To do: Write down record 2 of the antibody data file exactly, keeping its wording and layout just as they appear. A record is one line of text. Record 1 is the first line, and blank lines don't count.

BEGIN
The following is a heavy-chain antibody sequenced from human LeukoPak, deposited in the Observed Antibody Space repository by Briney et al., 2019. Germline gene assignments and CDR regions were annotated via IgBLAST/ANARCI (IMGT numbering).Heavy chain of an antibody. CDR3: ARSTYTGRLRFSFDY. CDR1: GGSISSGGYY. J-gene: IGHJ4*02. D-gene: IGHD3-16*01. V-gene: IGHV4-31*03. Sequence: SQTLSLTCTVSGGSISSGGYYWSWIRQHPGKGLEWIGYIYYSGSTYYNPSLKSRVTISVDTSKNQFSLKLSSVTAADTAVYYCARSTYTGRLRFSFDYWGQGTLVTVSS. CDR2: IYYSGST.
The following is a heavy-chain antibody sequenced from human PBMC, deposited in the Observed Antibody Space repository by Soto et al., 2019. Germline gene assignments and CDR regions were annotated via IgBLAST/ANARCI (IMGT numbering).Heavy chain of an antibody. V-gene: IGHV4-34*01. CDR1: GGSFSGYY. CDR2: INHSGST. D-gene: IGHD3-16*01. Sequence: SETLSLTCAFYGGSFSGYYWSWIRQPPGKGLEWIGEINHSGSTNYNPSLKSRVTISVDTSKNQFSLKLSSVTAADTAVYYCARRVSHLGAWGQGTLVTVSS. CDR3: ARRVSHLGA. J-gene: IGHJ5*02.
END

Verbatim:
The following is a heavy-chain antibody sequenced from human PBMC, deposited in the Observed Antibody Space repository by Soto et al., 2019. Germline gene assignments and CDR regions were annotated via IgBLAST/ANARCI (IMGT numbering).Heavy chain of an antibody. V-gene: IGHV4-34*01. CDR1: GGSFSGYY. CDR2: INHSGST. D-gene: IGHD3-16*01. Sequence: SETLSLTCAFYGGSFSGYYWSWIRQPPGKGLEWIGEINHSGSTNYNPSLKSRVTISVDTSKNQFSLKLSSVTAADTAVYYCARRVSHLGAWGQGTLVTVSS. CDR3: ARRVSHLGA. J-gene: IGHJ5*02.